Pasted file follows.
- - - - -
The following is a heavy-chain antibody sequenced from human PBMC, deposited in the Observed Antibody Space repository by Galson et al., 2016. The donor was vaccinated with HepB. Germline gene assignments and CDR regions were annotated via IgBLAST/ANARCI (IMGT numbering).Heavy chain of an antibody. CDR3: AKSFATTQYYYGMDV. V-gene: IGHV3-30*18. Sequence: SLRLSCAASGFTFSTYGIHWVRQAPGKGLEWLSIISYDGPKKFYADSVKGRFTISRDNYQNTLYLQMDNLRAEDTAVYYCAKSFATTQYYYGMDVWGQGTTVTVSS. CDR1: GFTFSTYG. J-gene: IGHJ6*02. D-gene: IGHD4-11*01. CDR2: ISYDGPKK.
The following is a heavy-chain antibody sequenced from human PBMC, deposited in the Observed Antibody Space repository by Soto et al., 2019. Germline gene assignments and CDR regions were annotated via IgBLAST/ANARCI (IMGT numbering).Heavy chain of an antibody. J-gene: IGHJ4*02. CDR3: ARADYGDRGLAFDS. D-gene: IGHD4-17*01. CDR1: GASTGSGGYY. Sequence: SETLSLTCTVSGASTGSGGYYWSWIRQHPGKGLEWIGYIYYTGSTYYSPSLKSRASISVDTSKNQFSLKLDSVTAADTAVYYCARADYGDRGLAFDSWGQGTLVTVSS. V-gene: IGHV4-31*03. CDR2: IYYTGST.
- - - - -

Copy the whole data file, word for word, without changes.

The following is a heavy-chain antibody sequenced from human PBMC, deposited in the Observed Antibody Space repository by Galson et al., 2016. The donor was vaccinated with HepB. Germline gene assignments and CDR regions were annotated via IgBLAST/ANARCI (IMGT numbering).Heavy chain of an antibody. CDR3: AKSFATTQYYYGMDV. V-gene: IGHV3-30*18. Sequence: SLRLSCAASGFTFSTYGIHWVRQAPGKGLEWLSIISYDGPKKFYADSVKGRFTISRDNYQNTLYLQMDNLRAEDTAVYYCAKSFATTQYYYGMDVWGQGTTVTVSS. CDR1: GFTFSTYG. J-gene: IGHJ6*02. D-gene: IGHD4-11*01. CDR2: ISYDGPKK.
The following is a heavy-chain antibody sequenced from human PBMC, deposited in the Observed Antibody Space repository by Soto et al., 2019. Germline gene assignments and CDR regions were annotated via IgBLAST/ANARCI (IMGT numbering).Heavy chain of an antibody. J-gene: IGHJ4*02. CDR3: ARADYGDRGLAFDS. D-gene: IGHD4-17*01. CDR1: GASTGSGGYY. Sequence: SETLSLTCTVSGASTGSGGYYWSWIRQHPGKGLEWIGYIYYTGSTYYSPSLKSRASISVDTSKNQFSLKLDSVTAADTAVYYCARADYGDRGLAFDSWGQGTLVTVSS. V-gene: IGHV4-31*03. CDR2: IYYTGST.